The May 9 death of professional golfer Erica Blasberg has been ruled suicide by the Clark County coroner.
While no foul play is suspected in Blasberg's death, an arrest warrant was issued Tuesday for Dr. Thomas Hess on a misdemeanor obstruction of justice charge in connection with removing items from the scene prior to police officers' arrival.
Hess, 43, turned himself in to authorities and was booked into the Henderson Detention Center. He was released 35 minutes later after posting $637 bail.
Blasberg, 25, was found with a plastic bag over her head at her Henderson home at 2620 Hotel de Ville Terrace in the Anthem community on the afternoon of May 9.
The coroner said she died of asphyxia, coupled with toxic levels of prescription medication in her system. Toxicology confirmed the presence of several prescription drugs including headache, cough, pain and anti-anxiety medications.
"While asphyxia was the primary cause of death, the presence of prescription drugs in Ms. Blasberg's system was a significant factor," Coroner Michael Murphy said. "Our thoughts are with her family as they move through this tragedy."
Blasberg, a native of Corona, Calif., turned pro in 2004 and had her only top-10 finish in 2008. She played one LPGA tournament this year, finishing tied for 44th in the Tres Marias Championship in Morelia, Mexico, which ended May 2.
Blasberg was hindered by a bad back in 2009, resulting in the worst year of her career and limitations on her LPGA playing privileges this season.
She compiled $326,872 in LPGA earnings and had her best year in 2008 when she made the cut in 11 of 23 events and had earnings of $113,428.
The drugs in Blasberg's system included butalbital, temazepam, alprazolam, codeine, hydrocodone and tramadol, according to the coroner.
The case was initially complicated when Hess, who reported the death, admitted to altering the scene and would not cooperate with investigators, authorities said.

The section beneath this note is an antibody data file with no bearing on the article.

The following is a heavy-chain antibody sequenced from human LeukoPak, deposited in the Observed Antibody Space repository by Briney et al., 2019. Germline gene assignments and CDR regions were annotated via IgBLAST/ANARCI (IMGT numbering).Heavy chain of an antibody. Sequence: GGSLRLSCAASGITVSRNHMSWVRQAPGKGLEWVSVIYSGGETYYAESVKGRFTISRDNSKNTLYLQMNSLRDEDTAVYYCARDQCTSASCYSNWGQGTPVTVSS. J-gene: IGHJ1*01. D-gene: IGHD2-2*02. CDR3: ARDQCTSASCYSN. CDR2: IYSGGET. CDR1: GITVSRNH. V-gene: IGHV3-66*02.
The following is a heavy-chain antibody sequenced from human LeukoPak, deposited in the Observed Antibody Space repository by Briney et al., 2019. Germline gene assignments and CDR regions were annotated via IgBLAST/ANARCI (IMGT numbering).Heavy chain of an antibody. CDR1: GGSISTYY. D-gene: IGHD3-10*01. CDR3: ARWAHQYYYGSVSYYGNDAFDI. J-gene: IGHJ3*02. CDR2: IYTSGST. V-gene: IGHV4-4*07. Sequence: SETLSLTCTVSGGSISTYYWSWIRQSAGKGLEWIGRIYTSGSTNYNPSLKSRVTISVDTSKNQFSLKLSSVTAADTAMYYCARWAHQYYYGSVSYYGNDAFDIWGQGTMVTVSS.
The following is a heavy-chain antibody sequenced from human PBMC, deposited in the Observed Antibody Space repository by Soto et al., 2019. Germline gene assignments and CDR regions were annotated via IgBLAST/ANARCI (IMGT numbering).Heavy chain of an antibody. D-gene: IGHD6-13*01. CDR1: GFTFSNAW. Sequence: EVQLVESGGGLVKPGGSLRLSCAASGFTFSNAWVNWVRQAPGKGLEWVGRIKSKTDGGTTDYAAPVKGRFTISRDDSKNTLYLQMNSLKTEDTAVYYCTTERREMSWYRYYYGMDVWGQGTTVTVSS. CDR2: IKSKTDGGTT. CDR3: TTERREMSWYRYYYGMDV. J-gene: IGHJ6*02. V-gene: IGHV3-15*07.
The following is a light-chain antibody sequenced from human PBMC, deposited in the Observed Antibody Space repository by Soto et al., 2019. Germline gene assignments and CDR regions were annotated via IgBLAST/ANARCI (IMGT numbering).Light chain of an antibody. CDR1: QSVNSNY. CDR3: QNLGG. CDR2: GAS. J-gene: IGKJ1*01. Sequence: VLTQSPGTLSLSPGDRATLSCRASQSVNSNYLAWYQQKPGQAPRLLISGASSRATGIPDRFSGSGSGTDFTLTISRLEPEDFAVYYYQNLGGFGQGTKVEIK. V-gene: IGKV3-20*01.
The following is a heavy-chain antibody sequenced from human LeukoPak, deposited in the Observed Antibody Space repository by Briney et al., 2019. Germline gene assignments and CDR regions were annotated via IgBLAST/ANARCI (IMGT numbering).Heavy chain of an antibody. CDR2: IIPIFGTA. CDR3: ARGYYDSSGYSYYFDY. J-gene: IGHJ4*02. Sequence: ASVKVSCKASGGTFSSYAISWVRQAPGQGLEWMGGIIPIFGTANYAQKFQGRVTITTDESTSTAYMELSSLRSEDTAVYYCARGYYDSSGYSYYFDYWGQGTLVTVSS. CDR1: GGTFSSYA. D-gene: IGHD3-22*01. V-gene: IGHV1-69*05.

Hess admitted removing a suicide note, hiding it in his vehicle along with prescription medications taken from the house.
Hess, a family practice doctor, could not be reached for comment Tuesday. He has a disciplinary record with the Nevada State Board of Medical Examiners, and Executive Director Douglas Cooper said he could not say if the charge against Hess could cause him to lose his medical license.
"We'll take the allegations seriously," Cooper said. "We'll act appropriately after the results of the criminal investigation are known."
Hess found Blasberg's body and called 911.
During the 911 call, Hess had difficulty controlling his breathing and became agitated when asked whether Blasberg was beyond medical help.
"I'm a doctor," he said, then cursed softly.
Hess told dispatchers he had gotten drinks with Blasberg on May 7, two days before he found her body, and spoke to her by phone May 8. She sounded drunk during their last conversation, Hess said, which prompted him to check on her the next afternoon. She never indicated to him that she was depressed or suicidal, he said.
Before the 911 call ended, the dispatcher instructed Hess to wait outside for police officers to arrive and not touch the crime scene.
"Yes ma'am," he said, before hanging up.
Reporter Mike Blasky contributed to this report.